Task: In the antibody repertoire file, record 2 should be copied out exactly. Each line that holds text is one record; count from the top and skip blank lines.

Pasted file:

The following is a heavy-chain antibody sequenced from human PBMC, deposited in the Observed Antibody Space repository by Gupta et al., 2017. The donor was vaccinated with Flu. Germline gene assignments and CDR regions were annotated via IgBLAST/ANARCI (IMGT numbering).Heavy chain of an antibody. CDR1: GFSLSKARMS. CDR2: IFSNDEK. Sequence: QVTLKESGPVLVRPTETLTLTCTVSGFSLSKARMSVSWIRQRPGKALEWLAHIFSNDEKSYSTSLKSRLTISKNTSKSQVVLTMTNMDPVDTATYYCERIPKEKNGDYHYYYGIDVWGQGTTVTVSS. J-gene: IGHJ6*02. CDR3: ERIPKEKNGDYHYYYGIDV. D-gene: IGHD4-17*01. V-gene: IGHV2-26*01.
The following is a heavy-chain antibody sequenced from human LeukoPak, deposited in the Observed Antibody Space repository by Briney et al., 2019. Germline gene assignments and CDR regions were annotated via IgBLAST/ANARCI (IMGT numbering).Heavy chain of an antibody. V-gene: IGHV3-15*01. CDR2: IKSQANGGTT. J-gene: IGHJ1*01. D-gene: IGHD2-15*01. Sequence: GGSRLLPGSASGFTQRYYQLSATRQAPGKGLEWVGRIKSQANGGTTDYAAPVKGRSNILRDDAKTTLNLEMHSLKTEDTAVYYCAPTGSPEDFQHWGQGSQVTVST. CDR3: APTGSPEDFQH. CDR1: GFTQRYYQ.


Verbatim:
The following is a heavy-chain antibody sequenced from human LeukoPak, deposited in the Observed Antibody Space repository by Briney et al., 2019. Germline gene assignments and CDR regions were annotated via IgBLAST/ANARCI (IMGT numbering).Heavy chain of an antibody. V-gene: IGHV3-15*01. CDR2: IKSQANGGTT. J-gene: IGHJ1*01. D-gene: IGHD2-15*01. Sequence: GGSRLLPGSASGFTQRYYQLSATRQAPGKGLEWVGRIKSQANGGTTDYAAPVKGRSNILRDDAKTTLNLEMHSLKTEDTAVYYCAPTGSPEDFQHWGQGSQVTVST. CDR3: APTGSPEDFQH. CDR1: GFTQRYYQ.